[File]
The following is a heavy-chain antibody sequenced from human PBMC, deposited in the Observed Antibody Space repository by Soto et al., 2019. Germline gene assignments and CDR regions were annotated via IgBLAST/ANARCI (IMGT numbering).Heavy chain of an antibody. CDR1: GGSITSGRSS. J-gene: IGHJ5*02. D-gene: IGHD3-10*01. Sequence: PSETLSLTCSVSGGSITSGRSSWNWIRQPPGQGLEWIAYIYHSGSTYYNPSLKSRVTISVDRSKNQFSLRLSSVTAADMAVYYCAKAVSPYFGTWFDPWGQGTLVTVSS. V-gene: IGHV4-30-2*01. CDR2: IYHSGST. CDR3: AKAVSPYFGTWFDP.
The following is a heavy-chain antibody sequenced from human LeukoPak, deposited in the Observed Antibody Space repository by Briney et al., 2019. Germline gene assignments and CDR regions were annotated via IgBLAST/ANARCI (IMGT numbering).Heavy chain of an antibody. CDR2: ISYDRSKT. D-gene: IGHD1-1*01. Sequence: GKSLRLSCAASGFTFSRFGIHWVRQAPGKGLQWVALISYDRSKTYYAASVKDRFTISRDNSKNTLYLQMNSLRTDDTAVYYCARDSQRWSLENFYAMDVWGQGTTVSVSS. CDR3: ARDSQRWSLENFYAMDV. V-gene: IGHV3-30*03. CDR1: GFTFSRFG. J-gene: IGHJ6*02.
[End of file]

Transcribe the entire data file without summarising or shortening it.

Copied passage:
The following is a heavy-chain antibody sequenced from human PBMC, deposited in the Observed Antibody Space repository by Soto et al., 2019. Germline gene assignments and CDR regions were annotated via IgBLAST/ANARCI (IMGT numbering).Heavy chain of an antibody. CDR1: GGSITSGRSS. J-gene: IGHJ5*02. D-gene: IGHD3-10*01. Sequence: PSETLSLTCSVSGGSITSGRSSWNWIRQPPGQGLEWIAYIYHSGSTYYNPSLKSRVTISVDRSKNQFSLRLSSVTAADMAVYYCAKAVSPYFGTWFDPWGQGTLVTVSS. V-gene: IGHV4-30-2*01. CDR2: IYHSGST. CDR3: AKAVSPYFGTWFDP.
The following is a heavy-chain antibody sequenced from human LeukoPak, deposited in the Observed Antibody Space repository by Briney et al., 2019. Germline gene assignments and CDR regions were annotated via IgBLAST/ANARCI (IMGT numbering).Heavy chain of an antibody. CDR2: ISYDRSKT. D-gene: IGHD1-1*01. Sequence: GKSLRLSCAASGFTFSRFGIHWVRQAPGKGLQWVALISYDRSKTYYAASVKDRFTISRDNSKNTLYLQMNSLRTDDTAVYYCARDSQRWSLENFYAMDVWGQGTTVSVSS. CDR3: ARDSQRWSLENFYAMDV. V-gene: IGHV3-30*03. CDR1: GFTFSRFG. J-gene: IGHJ6*02.